Focused Connected Tango Movement (FCTM) is a system of training for Argentine Tango dancing that involves performing a set of basic movements with focus and awareness.
What is FCTM like?
FCTM is like any movement training where good form, posture and ease of movement should be learned from the beginning through focused practice, including things like the following:
- practicing yoga slowly and with focus
- learning to play a classical instrument with a metronome
- ‘soft’ martial arts like Aikido or Tai Chi
- learning Chinese calligraphy
- vocal practice in preparation for singing or speaking
How will FCTM help me learn Argentine Tango?
Doing FCTM helps to:
- improve posture and coordination of movement
- improve connection to your partner and the music
- make learning tango more pleasant and efficient
- improve creativity, improvisation skills and individual expression
- provide corrective feedback from a teacher
- become more independent and correct yourself
How much time investment does the FCTM require?
FCTM requires short periods of focused practice:
- spaced practice is better than blocked practice: short periods of around 20 minutes 3 times a week are better than an hour once week
- it is best to do the practice in a quiet place with minimal distractions
- shake off any tension building up between exercises
- fill out the practice sheet at the end of each practice session
Do I need a partner for this practice?
- if you have a partner there is partner practice that you can follow
- if you don’t have a practice partner: the individual practice will help you if you have an opportunity to work with a partner, eg., at a practica
- you can apply these skills to learning choreography in a standard dancing lesson although you may have to adjust some movements such as walking for other styles of tango
I will call the foundational movement awareness training for tango the ABCD Method:
- Back Release
Our practice begins with alignment. This includes our posture and an expanded chest. These exercises provide an easy way to bring awareness to the body and the correct alignment.
The spine is at the centre of the body and it provides the central path for the coordination of movement. These exercises explore the range of motion that the spine allow between the head and shoulders at one and of the pine, and the pelvis and legs at the other end. This exploration fecilitates releasing and lengthening of the spine and further facilitates awareness of good alignment.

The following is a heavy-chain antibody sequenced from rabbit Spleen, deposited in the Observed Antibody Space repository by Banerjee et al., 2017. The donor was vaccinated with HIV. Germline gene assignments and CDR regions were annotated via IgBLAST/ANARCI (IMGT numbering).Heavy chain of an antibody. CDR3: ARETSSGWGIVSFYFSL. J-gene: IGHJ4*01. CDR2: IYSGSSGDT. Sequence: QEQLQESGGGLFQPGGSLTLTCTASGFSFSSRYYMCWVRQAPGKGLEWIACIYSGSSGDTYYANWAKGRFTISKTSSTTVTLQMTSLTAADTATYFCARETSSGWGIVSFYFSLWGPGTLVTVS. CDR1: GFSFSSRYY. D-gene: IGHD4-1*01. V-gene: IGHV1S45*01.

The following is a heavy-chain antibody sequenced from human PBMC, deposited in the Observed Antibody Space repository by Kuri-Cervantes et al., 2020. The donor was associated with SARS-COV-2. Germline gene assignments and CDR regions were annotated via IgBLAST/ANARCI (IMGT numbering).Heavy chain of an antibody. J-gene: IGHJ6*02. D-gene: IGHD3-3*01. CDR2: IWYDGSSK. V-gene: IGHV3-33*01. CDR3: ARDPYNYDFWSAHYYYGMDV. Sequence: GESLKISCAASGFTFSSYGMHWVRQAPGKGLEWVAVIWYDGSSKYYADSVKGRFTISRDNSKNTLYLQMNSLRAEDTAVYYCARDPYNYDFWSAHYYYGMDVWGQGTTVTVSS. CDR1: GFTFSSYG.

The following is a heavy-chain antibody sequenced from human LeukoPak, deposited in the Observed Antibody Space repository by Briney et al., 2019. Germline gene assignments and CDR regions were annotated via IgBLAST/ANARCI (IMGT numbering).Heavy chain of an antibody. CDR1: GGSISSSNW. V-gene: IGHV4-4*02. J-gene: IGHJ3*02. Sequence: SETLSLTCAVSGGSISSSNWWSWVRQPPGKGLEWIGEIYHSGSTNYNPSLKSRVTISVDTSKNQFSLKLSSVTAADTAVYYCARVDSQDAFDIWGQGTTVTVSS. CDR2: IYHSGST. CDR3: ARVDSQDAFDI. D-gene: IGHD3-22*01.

Good alignment facilitates efficient and coordinated movement. These exercises help us to develop an awareness of the coordination between the upper and the lower body.
In dancing we want to develop the ability to clearly communicate the direction of the movement. These exercises help us to develop the awareness of initiating and communicating the direction of movement in a coordinated way.
A basic principle of learning a skill such as movement is to practice slowly and with focus on the process of learning itself. A major mistake and pitfall is to practice too fast. Granted that practicing slowly can feel boring and we want our practice to be interesting and motivating. But practicing too fast results in hitting barriers to progress early on. You are, to use Alexander’s term, end-gaining. Your attention is focused on the goal that you want to achieve and are trying to get there now or as soon as possible without taking the necessary incremental steps. You probably focus on some role model, a highly skilled dancer or maestro who is able to do complex movements to fast or challenging music and you try to emulate that.
While setting yourself a goal is useful and important, if you then focus your attention on that goal and try to emulate that without going through the less exciting process of slow focused practice you will inevitably end up frustrated and exhausted. This is because you probably lack the basic microskills that the accomplished dancer has at his disposal. So having set yourself a goal and decided on a role model, you then need to focus your attention on the process of practicing itself. While this may be challenging at first, you will find that you are much calmer and that your motivation improves as you develop the foundational microskills.
Focusing on the process of learning is essential to learning well which is basically programming your nervous system and the so-called “muscle memory” such that you develop what I call “the base” that is, the foundational microskills of integrated and efficient movement that allows you to exhibit the skills that you (hopefully) see exhibited in your role model. This may at times seem less exciting in the short run but the undeniable fact is that end-gaining or goal-focus and practicing too fast leads to poor technique, hitting a lerning ceiling, and the associated loss of motivation. We often get inspiration from seeing high level dancers but constantly focusing on skilled dancing and trying emulate it is actually detrimental to learning. While we need to be challenged and push ourselves, this needs to be appropriate to our current skill level.
Thomas Sterner The Practicing Mind [audiobook]
Moshe Feldenkrais Awareness Through Movement: Easy-to-Do Health Exercises to Improve Your Posture, Vision, Imagination, and Personal Awareness [Amazon][Youtube]